Parliament irked by abuse of genocide remains in Uganda

•Habineza, Museminali’s explanations fail to convince House  Continued abuse of Genocide remains in Uganda sparked heated debate in parliament yesterday, as lawmakers failed to hold their tempers over the delayed intervention to give the remains, a decent burial.
Youth and Culture Minister Joseph Habineza (R) and Rosemary Museminali  at Parliament yesterday. (Photo/ G.Barya).
Youth and Culture Minister Joseph Habineza (R) and Rosemary Museminali at Parliament yesterday. (Photo/ G.Barya).

•Habineza, Museminali’s explanations fail to convince House 

Continued abuse of Genocide remains in Uganda sparked heated debate in parliament yesterday, as lawmakers failed to hold their tempers over the delayed intervention to give the remains, a decent burial.

The lawmakers’ reactions comes after a parliamentary Standing Committee on Unity, Human Rights and the fight against Genocide chaired by Evariste Kalisa, released a damning report on the general situation of Genocide remains buried in Uganda.

During the Genocide, victims were dumped in the Akagera and Nyabarongo rivers — both tributaries of Lake Victoria — and were washed down and landed at different shores of East Africa’s biggest lake.

Details of the report made the lawmakers summon the Minister of Sports and Culture, Joseph Habineza, and Rosemary Museminali of Foreign Affairs, to inform parliament what the government has done so far in conserving and reburying the bodies. 

Both ministers gave seemingly brief explanations on what has been done in the past but less was said about what is being down to date.

Addressing MPs, Habineza gave a brief background of how the bodies where thrown into the rivers and how they were buried in several mass graves in the neighbouring country.

“We have previously sent several officials to Uganda to assess the situation; we also sent over Rwf50m to our embassy there to exhume and rebury the bodies but Ugandan authorities blocked them” said Habineza.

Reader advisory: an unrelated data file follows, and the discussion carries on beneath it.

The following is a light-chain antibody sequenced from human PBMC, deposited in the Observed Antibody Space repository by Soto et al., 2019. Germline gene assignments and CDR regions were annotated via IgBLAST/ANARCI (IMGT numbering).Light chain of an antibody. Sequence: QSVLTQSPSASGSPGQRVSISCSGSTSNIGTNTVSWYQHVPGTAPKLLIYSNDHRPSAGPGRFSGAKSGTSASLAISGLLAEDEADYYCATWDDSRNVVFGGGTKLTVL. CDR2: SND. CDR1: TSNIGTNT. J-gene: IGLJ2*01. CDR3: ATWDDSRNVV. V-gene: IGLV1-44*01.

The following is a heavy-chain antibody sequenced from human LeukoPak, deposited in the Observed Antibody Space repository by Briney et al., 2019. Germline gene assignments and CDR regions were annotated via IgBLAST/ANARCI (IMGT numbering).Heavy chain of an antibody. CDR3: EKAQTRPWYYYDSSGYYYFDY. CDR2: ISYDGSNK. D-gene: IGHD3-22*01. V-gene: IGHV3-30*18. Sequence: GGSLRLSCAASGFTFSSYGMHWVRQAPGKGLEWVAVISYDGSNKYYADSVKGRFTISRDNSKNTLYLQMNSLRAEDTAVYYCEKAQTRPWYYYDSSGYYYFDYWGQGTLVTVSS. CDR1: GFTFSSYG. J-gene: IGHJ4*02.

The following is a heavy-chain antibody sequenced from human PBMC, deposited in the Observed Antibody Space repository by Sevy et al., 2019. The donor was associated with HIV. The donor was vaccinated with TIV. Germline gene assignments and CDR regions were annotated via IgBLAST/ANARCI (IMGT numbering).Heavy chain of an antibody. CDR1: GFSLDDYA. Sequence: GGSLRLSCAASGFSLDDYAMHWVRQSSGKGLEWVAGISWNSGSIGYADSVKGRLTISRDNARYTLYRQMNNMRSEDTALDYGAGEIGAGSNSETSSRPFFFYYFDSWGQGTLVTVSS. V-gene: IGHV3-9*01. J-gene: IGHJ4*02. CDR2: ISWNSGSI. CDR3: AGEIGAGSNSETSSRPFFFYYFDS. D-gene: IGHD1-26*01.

In her intervention Minister Museminali said that the recent visit of the MPs to Uganda helps in putting more pressure on the authorities there to assist in giving a decent burial to 1994 Genocide victims.

“Apart from previous dialogue between the two governments, of late I talked to the Ugandan Foreign Affairs Minister (Sam Kutesa) and he pledged support”, said Museminali.

She however hastened to add: “Kutesa rejected the proposal of exhuming the bodies and said that we can only cement the areas where the bodies are buried because the culture in Uganda does not allow them to be exhumed.”

The lawmakers’ tempers flared when they were offered a chance to ask the two ministers  questions.

MP Gideon Kayinamura provoked heated debates when he took the floor, first questioning the general situation of memorial sites in the country.

MP Jacqueline Mukakanyamugenge blamed Habineza’s ministry for not paying the people who are conserving the mass graves.

“I am wondering whether you understand the impact of this issue. The government of Rwanda owes these people money. The minister should tell us when they will be paid” questioned the visibly angry Mukakanyamugenge.

Several reports indicates that the bodies buried in Uganda are approximately 11,000, but member of parliament Alfred Rwasa refutes the reports saying the figures are higher than that.

“I am informed of one ditch that has about 25,000 bodies, there are more of those and the number of bodies are likely to be close to 100,000,” he said.

Françoise Mukayisenga requested that the bodies be exhumed and brought to Rwanda but also expressed her dissatisfaction over the ministers’ explanations.

“The Ministers should respond to us in writing otherwise I am personally not contented with their explanations”, said Mukayisenga.

Part of what has stirred controversy is the wording on the sites that reads “victims of the Rwandan conflict”, which, according to authorities should be “Victims of the 1994 Genocide against the Tutsi.”

MP Theoneste Begumisa told the House that Uganda is one of the few countries that recognised the Genocide of Tutsis and asked whether Rwanda had requested Uganda to change the wordings on the sites and it refused.

He particularly pointed at the abuse of the bodies saying that there is a problem of security if the bodies are being used for witchcraft.

MP Emmanuel Gatera said: “I am not satisfied with the ministers’ explanations at all; we have heard several promises from Habineza but little has been done. I propose that an ad hoc parliamentary committee be established to investigate any irregularities in this issue.”

Several MPs rounded on the issue of not being convinced by the ministers’ presentations and also requested for a written explanation that should be presented to them before April 7. During the session, members also questioned the poor unkempt condition of memorial sites across the country.

“It is clear that MPs have rejected the presentations from the Ministers and hence we request you to answer the queries raised in a written document.”  the Speaker of the Lower Chamber, Rose Mukantabana, said at the end of the session.

Ends

 

Have Your SayLeave a comment